BURANEST, Ethiopia, Nov 22 (Thomson Reuters Foundation) - A group of shepherds amble slowly down the main thoroughfare of Buranest, a tiny village in a far-flung corner of northern Ethiopia.
The town square lies empty, as does the school, while sheep and cows graze peacefully in the overgrown grass.
Buranest is a model town, a "real life experiment" that a team of Ethiopian and European urban planners hope can provide crucial lessons for the country's future.
Founded in 2010 by Franz Oswald of Nestown Group and experts from ETH Zurich, a Swiss university, the nascent town is a paragon of sustainability.
It features self-built homes that harvest rainwater, workshops for light industry and craft, local eucalyptus trees to supply wood for building, and irrigated fields for growing crops.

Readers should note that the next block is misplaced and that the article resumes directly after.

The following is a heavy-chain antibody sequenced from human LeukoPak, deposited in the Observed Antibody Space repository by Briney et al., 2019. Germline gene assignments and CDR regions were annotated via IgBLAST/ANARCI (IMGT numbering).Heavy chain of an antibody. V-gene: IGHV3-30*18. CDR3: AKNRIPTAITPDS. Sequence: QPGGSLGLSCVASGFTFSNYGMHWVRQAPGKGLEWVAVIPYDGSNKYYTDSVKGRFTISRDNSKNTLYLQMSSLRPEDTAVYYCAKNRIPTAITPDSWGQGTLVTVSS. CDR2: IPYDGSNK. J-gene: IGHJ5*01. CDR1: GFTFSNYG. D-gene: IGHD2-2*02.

But for seven years Buranest struggled.
Its model homes are still unoccupied, and local farmers remain suspicious.
"At the beginning most locals did not like the idea," Mestawet Libokemkem, project coordinator from the local government, told the Thomson Reuters Foundation. "They feared their land would be taken away from them."
Urbanisation, and the task of bring jobs and infrastructure to the countryside, is central to the government's future agenda.
Ethiopia's urbanisation rate is estimated to be between 4 and 6 percent per year, while the population of the capital, Addis Ababa, is expected to double to more than 8 million over the course of the next decade.
"When we started we thought we could change the world with our plans," said Fasil Giorghis, an architect based in Addis Ababa and a lead researcher on the Buranest project. "But the farmers are very suspicious, very sceptical."